By Eva Gilliam
N’DJAMENA, Chad, 11 April 2012 – Khadija’s 6-month-old son, Nawal, had been suffering from vomiting and diarrhoea for days, but she thought it was related to his teething. Finally, when his fever did not go down, she brought him to a clinic in N’Djamena, where he was diagnosed with severe acute malnutrition.
|VIDEO: UNICEF correspondent Eva Gilliam reports on the alarming rates of malnutrition in Chad, a country affected by the Sahel region's food and nutrition crisis. Photo © UNICEF/NYHQ2012-0194/Holt Watch in RealPlayer|
“We have some trouble at home with [having] enough to eat,” explained Khadija. “My husband is a motorcycle taxi-man, but what he makes is no longer enough to feed the family.”
Khadija is not alone. Hundreds of mothers were bringing their children into the Notre Dames de Apostles clinic in the nation’s capital.
“Yesterday, we treated 62 cases of severe malnutrition,” said Sister Merceline M’po, a nurse and nutritional expert at the clinic. “And today we have over 70.”
Crisis for already fragile children
Even in a normal year, Chad has one of the highest rates of chronic malnutrition in the world. The region experiences a yearly ‘lean’ or ‘hunger’ season, and according to UNICEF data from 2010, 15.7 per cent of children under age 5 were already suffering from severe acute malnutrition.
But in 2011, the rains did not come.
|© UNICEF VIDEO|
|At the Notre Dames de Apostles clinic in N’Djamena, Chad, a woman feeds her child a ready-to-use therapeutic food, part of the girl's treatment for malnutrition.|
The failed rains, coupled with low crop yields, are causing a dramatic increase in rates of malnutrition – not only in Chad, but throughout the Sahel region.
This year, Chad’s lean season is expected to run from April to September instead of the normal June to September. Making matters worse, the Government of Chad estimates that the price of cereals has increased 22 to 43 per cent. The rising costs are affecting not only children but also the health system charged with treating them.
“Last year, a bag of flour for feeding the children with moderate malnutrition cost us 15,000 francs [US$30]. This year, it is at 24,000 [US$48],” said Ms. M’po. “If it is hard for us to buy that, imagine what it is like for the families.”
Response wastes no time
Learning from last year’s food crisis in the Horn of Africa, the World Health Organization (WHO) and UNICEF have shifted their guidelines for determining severe acute malnutrition, allowing for an earlier response.
“WHO and partners have introduced new criteria which enable us to diagnose children under-5 with severe acute malnutrition earlier, thereby allowing us to refer children to the health centres earlier to be treated before the most critical stages,” said Dr. Yaron Wolman, Chief of Health and Nutrition section at UNICEF.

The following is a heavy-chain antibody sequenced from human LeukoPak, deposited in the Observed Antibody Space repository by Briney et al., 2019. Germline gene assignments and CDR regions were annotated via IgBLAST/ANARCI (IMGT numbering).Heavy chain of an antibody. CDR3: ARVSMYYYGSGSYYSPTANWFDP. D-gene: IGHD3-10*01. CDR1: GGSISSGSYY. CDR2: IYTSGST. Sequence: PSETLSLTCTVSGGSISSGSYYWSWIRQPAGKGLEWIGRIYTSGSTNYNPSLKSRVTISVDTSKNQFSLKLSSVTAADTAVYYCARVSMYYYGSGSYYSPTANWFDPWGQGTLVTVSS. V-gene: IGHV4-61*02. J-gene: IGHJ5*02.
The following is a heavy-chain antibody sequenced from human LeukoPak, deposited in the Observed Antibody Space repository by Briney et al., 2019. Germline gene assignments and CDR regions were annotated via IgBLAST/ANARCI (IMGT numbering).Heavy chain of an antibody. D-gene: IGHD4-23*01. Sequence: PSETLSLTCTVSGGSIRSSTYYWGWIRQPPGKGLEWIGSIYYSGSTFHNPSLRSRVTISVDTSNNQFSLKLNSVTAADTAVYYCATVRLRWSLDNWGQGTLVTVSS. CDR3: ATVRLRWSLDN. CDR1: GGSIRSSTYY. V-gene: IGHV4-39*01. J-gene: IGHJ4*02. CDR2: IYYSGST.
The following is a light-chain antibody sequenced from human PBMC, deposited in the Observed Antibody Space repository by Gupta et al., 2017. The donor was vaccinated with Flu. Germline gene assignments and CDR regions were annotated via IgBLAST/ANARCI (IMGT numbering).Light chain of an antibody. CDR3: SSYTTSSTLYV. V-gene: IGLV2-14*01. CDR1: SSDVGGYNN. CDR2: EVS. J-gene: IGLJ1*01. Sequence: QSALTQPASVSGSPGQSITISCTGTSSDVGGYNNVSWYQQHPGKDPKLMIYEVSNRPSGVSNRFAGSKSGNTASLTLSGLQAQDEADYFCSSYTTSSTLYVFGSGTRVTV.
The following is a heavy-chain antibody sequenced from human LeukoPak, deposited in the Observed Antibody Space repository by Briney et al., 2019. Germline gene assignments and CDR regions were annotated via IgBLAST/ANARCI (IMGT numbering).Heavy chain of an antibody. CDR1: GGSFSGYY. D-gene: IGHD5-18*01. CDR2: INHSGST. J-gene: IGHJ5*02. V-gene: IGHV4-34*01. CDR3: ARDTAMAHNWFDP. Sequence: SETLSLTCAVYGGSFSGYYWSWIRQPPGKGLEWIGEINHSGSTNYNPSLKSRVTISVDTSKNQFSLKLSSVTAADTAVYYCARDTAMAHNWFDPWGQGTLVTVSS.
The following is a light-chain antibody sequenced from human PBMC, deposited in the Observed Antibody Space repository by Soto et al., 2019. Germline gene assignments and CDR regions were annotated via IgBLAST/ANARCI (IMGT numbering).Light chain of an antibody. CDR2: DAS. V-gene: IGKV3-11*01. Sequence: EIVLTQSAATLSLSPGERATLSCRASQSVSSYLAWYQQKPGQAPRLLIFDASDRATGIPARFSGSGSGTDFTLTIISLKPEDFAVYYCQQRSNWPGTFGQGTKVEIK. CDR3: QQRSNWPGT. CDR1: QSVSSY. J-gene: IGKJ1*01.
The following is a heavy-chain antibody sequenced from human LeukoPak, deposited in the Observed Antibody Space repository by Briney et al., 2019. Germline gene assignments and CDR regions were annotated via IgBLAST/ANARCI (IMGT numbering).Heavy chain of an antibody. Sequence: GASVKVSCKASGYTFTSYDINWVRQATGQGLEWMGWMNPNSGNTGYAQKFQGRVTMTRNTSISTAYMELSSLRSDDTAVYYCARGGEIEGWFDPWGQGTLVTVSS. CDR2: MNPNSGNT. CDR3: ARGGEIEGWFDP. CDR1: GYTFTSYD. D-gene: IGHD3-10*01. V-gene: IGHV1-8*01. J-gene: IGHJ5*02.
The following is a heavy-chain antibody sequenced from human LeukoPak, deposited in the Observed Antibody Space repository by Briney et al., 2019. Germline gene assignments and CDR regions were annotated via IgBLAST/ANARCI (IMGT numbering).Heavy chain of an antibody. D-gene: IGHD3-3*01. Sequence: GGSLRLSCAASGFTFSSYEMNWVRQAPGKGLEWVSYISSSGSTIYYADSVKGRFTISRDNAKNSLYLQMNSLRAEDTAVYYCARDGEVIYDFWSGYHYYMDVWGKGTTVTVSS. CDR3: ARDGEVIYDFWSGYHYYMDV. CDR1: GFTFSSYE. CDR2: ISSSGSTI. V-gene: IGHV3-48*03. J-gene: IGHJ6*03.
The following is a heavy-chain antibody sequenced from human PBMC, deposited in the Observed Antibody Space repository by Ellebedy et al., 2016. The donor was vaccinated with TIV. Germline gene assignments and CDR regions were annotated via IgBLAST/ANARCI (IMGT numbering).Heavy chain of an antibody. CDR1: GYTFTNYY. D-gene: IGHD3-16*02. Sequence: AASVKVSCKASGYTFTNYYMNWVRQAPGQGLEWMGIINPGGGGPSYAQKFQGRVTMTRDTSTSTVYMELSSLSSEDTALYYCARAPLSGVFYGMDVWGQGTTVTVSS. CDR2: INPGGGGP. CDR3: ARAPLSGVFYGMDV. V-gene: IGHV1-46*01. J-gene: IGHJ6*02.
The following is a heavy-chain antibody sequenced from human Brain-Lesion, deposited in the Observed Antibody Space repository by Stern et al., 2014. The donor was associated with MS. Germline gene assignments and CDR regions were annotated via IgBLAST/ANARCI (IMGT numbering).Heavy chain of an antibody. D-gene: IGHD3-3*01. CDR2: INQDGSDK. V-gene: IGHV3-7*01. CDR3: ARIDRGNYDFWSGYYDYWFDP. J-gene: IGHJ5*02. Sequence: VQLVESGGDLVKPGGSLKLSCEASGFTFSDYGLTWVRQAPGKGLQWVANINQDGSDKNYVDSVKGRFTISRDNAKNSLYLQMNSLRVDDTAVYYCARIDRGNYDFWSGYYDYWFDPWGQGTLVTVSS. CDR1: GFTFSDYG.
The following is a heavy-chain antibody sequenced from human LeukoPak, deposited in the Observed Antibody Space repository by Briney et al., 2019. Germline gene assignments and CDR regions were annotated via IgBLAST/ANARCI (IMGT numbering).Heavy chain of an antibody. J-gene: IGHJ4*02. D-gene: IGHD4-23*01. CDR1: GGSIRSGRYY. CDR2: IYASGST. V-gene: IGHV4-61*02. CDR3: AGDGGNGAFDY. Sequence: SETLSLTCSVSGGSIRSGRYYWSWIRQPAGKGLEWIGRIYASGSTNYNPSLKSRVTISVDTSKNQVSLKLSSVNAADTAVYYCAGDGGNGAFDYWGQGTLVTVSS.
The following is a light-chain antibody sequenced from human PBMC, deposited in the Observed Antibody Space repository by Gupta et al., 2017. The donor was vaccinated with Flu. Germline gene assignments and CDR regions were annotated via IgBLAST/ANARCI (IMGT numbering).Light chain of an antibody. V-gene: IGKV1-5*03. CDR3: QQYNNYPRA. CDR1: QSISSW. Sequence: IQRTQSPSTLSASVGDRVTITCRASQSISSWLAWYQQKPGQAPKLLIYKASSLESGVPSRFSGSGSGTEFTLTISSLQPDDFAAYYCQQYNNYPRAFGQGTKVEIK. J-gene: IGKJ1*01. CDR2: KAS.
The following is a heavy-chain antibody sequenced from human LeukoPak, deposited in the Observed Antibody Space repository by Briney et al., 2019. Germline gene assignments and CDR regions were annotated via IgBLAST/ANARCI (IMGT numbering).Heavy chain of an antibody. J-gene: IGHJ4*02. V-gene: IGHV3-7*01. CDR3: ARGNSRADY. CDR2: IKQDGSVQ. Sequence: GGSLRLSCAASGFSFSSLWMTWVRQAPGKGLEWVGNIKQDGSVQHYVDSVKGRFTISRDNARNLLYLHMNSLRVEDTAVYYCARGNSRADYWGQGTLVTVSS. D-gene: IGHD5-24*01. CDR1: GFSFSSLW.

UNICEF and partners have wasted no time. In Chad, over 276 feeding centres are being supported by UNICEF, and additional efforts are being rolled out.
“We have seen for months that this is coming, and we have been working with the Chad Ministry of Health and other partners to scale up, including the number of screening centres, and get a head start through these first few months of crisis. But beyond that, we need international assistance,” Dr. Wolman said.
|© UNICEF VIDEO|
|Chad has one of the highest rates of chronic malnutrition in the world.|
The emergency response is in place, but additional resources are desperately needed.
A problem with many roots
“This crisis is due to a combination of factors, the major one being food insecurity,” said Roger Sodjinou, the Nutrition Programme Officer with UNICEF in Chad. “But there are also other causes, like the lack of access to appropriate infant and young child feeding, poor access to health care and poor access to hygiene and sanitation.”
To address this, UNICEF and partners are responding to the crisis with an integrated approach.
“Addressing the immediate needs of malnutrition, this is, of course, the nucleus and the basis of our response,” said Dr. Wolman. “But our response also includes also health interventions, water and sanitation, education, HIV/AIDS interventions, protection interventions, and a whole package of high impact interventions, which will reduce incidences, and mainly which will reduce mortality, which is related to malnutrition.”
According to UNICEF’s estimation, 127,000 Chadian children under the age of 5 will face severe acute malnutrition over the next eight months. An additional 300,000 children under 5 will suffer from moderate acute malnutrition in the same time span.
“If we don’t respond quickly, it’s going to get worse,” said Ms. M’po. “We will become overwhelmed by cases, and the children will die.”
Food crisis in the Sahel